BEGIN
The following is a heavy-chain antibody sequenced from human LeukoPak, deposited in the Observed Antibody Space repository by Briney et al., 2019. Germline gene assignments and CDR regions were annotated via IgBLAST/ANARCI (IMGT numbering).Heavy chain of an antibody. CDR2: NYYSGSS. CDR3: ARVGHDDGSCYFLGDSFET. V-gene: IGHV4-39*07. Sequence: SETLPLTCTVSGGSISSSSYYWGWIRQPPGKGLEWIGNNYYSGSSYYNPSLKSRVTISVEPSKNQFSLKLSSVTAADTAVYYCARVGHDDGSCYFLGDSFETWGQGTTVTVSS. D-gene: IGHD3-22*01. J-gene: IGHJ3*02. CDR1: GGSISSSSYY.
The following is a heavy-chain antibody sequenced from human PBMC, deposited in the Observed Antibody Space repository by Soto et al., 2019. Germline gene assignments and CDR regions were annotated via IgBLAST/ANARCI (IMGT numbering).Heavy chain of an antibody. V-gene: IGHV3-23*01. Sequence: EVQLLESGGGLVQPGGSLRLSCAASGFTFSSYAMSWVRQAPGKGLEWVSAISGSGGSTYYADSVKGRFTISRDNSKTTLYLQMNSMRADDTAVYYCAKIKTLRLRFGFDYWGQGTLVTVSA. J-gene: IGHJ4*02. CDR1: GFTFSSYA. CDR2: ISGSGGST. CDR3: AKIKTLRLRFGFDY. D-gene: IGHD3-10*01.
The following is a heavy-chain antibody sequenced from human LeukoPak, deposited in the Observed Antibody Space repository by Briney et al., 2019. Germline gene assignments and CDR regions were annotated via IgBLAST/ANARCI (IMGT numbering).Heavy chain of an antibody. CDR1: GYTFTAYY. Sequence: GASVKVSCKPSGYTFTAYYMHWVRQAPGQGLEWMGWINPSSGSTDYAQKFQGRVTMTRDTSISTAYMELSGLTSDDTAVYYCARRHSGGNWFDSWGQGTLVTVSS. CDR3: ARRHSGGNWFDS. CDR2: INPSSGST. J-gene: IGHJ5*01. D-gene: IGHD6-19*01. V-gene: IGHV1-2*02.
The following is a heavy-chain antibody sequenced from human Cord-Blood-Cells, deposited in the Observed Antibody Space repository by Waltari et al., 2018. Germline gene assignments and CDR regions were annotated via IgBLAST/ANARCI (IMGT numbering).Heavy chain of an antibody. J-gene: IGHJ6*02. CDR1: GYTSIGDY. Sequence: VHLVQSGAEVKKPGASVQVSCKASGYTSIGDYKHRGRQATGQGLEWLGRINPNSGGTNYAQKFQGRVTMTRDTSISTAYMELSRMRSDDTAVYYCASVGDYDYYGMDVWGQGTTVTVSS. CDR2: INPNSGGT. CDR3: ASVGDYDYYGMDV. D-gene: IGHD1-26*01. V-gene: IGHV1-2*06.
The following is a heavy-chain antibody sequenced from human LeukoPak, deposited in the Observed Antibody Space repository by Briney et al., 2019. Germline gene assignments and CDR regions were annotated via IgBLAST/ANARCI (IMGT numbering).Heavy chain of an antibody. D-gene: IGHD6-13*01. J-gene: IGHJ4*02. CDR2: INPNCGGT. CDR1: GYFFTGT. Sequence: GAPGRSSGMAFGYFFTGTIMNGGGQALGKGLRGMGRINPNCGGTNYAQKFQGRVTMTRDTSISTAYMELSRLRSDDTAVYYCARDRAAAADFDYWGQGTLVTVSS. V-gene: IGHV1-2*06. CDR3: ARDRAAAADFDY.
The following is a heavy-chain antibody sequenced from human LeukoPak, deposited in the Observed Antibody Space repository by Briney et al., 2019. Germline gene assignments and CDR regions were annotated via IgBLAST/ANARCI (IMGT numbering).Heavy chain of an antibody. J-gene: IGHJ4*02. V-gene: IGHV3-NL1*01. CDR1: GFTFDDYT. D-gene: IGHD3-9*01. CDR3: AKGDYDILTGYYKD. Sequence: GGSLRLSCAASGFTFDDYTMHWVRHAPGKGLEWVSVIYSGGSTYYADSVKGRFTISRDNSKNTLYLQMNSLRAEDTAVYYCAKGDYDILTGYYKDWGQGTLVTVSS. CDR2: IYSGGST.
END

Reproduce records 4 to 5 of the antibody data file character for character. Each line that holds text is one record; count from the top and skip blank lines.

The following is a heavy-chain antibody sequenced from human Cord-Blood-Cells, deposited in the Observed Antibody Space repository by Waltari et al., 2018. Germline gene assignments and CDR regions were annotated via IgBLAST/ANARCI (IMGT numbering).Heavy chain of an antibody. J-gene: IGHJ6*02. CDR1: GYTSIGDY. Sequence: VHLVQSGAEVKKPGASVQVSCKASGYTSIGDYKHRGRQATGQGLEWLGRINPNSGGTNYAQKFQGRVTMTRDTSISTAYMELSRMRSDDTAVYYCASVGDYDYYGMDVWGQGTTVTVSS. CDR2: INPNSGGT. CDR3: ASVGDYDYYGMDV. D-gene: IGHD1-26*01. V-gene: IGHV1-2*06.
The following is a heavy-chain antibody sequenced from human LeukoPak, deposited in the Observed Antibody Space repository by Briney et al., 2019. Germline gene assignments and CDR regions were annotated via IgBLAST/ANARCI (IMGT numbering).Heavy chain of an antibody. D-gene: IGHD6-13*01. J-gene: IGHJ4*02. CDR2: INPNCGGT. CDR1: GYFFTGT. Sequence: GAPGRSSGMAFGYFFTGTIMNGGGQALGKGLRGMGRINPNCGGTNYAQKFQGRVTMTRDTSISTAYMELSRLRSDDTAVYYCARDRAAAADFDYWGQGTLVTVSS. V-gene: IGHV1-2*06. CDR3: ARDRAAAADFDY.